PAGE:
John’s mom was a nurse at Swedish Medical Center.  Every month this mom paid money for premiums for health insurance through SHS.

SHS started out by doing what it had to do.  It paid his medical bills.  These amounted to hundreds of thousands of dollars.

SHS was told the car insurance company was going to compensate John for his injuries.  SHS said – we want all of it.  Every single last dime.  Fork it over.  Except 20% to be paid to the attorneys for getting it.

SHS cited the legal principle of subrogation.  This concept, allows health insurers – if they choose – to stick up the people they insure.  So that’s what they decided to do:

“While we sympathize with Mr. T’s situation, the law requires us to administer the Plan in accordance with its terms.  The Plan provides for the payment of attorneys in the amount of 20% of recovery, but does not authorize a waiver of its subrogation rights.  The Plan will accept the (entire) settlement, less 20% for attorneys fees, as partial satisfaction of its lien.  Please note that this acceptance is not a waiver of the ZPlan’s right to collect the remainder of its subrogation lien int he event additional funds are awarded to Mr. T in connection with this accident.  Please make checks payable to First Choice Health.”

Upon receiving this letter, Anne sent me an email that said this:

“Karen: Please see letter from First Choice in response to our T subro lien reduction request.   This is an ERISA lien and they are _________ (noun).”

How would you fill in that blank.

Stay tuned for part 2 in this ongoing series.

Photo by Seattle Police Department of the t-boned vehicle



Mr. T – a deposition tale

Posted in About practicing law, depositions, The most obnoxious...



5:45 am.  Phone beeps.  Count backward down to the minute have to get up to get out on time.  5:56 am get up.

Race through morning ritual.  Clothes put out the night before.  Black crop jeans.  Black t-shirt.  Deconstructed BCBG black and gray striped jacket.  Black doc martens.  2 black bags.  black raincoat.  Slick back hair that used to be black and now in places looks like tinsel.   Grab 2 luna bars, fat sumo orange and honey crisp apple for later.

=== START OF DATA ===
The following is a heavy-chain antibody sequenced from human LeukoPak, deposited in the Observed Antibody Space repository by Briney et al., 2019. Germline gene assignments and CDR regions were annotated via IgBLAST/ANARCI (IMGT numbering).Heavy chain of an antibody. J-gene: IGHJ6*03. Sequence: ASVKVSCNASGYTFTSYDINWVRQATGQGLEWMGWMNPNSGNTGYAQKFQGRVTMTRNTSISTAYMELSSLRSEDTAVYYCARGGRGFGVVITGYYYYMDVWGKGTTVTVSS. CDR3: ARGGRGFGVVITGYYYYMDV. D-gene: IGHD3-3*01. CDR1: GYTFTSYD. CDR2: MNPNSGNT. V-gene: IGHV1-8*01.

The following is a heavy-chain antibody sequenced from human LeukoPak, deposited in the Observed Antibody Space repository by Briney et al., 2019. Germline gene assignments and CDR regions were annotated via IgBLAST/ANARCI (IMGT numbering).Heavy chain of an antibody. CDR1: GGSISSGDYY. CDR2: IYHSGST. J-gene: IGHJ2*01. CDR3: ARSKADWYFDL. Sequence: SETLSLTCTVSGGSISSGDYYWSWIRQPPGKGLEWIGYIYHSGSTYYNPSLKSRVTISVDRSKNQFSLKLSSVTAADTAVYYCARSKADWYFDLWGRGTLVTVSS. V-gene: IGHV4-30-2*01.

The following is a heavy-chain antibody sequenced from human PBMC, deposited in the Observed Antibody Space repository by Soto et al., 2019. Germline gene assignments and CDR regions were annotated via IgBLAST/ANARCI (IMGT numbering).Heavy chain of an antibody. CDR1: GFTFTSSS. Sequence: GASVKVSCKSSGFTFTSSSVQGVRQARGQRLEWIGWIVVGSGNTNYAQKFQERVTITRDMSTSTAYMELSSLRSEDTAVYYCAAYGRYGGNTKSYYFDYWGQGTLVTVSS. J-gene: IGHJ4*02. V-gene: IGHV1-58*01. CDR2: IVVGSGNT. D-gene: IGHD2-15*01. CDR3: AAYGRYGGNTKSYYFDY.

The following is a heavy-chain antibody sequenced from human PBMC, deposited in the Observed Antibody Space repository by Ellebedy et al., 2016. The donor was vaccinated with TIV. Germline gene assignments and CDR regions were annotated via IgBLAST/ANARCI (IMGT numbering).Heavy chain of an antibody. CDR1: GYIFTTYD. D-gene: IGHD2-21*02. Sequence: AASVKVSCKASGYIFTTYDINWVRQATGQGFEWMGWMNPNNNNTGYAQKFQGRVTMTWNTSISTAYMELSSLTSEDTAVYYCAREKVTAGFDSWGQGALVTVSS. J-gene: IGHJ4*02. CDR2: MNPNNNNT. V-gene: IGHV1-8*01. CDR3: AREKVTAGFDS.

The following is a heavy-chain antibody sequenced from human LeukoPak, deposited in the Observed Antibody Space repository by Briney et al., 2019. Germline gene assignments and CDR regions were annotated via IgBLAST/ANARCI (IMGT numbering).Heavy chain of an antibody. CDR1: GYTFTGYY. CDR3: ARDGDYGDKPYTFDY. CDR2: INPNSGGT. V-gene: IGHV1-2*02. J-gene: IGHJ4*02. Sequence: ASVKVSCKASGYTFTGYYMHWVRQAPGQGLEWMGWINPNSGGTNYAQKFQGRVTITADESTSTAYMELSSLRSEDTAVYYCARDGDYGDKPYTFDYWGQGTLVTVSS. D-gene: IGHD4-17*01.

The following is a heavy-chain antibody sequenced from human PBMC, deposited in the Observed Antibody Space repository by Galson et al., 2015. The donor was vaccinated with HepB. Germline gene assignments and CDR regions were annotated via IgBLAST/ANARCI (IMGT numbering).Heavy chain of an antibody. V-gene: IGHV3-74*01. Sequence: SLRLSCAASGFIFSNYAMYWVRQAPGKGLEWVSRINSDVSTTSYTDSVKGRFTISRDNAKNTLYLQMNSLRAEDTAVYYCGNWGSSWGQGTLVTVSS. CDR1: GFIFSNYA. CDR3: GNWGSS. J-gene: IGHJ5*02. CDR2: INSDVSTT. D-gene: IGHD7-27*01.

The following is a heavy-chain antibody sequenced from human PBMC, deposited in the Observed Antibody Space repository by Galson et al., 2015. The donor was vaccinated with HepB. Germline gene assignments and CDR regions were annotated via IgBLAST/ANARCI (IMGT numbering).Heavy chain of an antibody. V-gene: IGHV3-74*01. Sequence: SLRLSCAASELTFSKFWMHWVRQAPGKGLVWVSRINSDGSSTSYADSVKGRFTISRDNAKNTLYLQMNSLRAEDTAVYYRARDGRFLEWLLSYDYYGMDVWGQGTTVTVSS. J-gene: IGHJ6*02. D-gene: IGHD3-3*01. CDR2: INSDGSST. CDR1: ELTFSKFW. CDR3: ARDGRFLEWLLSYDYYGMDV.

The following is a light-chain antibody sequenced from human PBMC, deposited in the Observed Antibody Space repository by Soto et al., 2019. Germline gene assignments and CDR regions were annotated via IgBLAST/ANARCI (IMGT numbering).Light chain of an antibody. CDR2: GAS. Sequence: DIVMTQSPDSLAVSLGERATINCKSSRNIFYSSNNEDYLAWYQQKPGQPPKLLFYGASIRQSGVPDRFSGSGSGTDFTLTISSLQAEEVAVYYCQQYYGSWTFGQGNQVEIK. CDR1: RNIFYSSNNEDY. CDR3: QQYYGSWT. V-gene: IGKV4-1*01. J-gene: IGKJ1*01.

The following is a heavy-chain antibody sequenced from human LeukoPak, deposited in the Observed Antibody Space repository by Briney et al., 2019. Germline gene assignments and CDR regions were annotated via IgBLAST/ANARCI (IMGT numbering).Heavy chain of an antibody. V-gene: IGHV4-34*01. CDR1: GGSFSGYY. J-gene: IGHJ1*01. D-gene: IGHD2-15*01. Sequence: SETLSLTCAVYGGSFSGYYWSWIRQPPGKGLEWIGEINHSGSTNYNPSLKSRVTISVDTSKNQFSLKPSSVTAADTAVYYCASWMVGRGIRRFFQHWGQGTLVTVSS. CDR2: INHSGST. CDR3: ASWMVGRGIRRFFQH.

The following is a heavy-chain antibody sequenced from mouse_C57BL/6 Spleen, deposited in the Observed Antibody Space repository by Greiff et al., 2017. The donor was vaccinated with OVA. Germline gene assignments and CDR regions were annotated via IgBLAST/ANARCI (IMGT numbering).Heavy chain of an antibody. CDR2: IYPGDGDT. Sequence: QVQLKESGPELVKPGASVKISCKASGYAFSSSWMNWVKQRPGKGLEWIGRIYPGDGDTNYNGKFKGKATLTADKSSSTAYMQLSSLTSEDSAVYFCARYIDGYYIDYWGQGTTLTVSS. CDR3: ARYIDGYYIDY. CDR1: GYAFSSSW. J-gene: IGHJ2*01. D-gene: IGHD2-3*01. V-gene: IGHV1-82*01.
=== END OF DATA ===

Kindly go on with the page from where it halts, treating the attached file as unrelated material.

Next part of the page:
Walk Nala to her patch of grass and back.  Hop in car.  Drop her at doggie day care.

Drive to airport.  3rd floor full.  5th floor full.  Find a spot on the 6th floor at the far edge.  Type in 6 – 55 on phone to remember spot. Magically am TSA pre-checked so hop through security line.  Get couscous cup from Dish d’lish for lunch and bottle of water.

7:20 Plane is on time and we board.  Eat 1 luna bar.   8:15 get off in Portland.  Go to rental counters – look at phone.  Booked on Budget.  Drat.  Hate Budget in Portland.  Have to take a shuttle.  Email Cristina and Anne whining about Budget.  No other passengers on shuttle.  No wait at rental counter.  Am assigned blue car that is not excellent.   Can’t figure out how to operate windshield wipers.  Start driving.   Apply brakes and car jerks to stop.  Touchy.

Input address and following phone commands to destination of today’s deposition.  Drive about 15 minutes past downtown.   To a vast non-descript office park.  9:35.  Have almost an hour.  Decide still hungry.  Type the word bakery into phone.  Follow commands.  Bakery turns out to be a 7-11.  No thank you.  Type in donut.  Fairly close.  Is in the JoAnn Fabric complex.  Sesame Seed Donuts or something like that.  Never had a sesame donut before.  Don’t try one now.  Get a glazed old fashioned.  Hold door open for elderly man carrying his newspaper.  He’s smiling in anticipation.   Consider this proof of merits of eating deep fried sugar coated dough.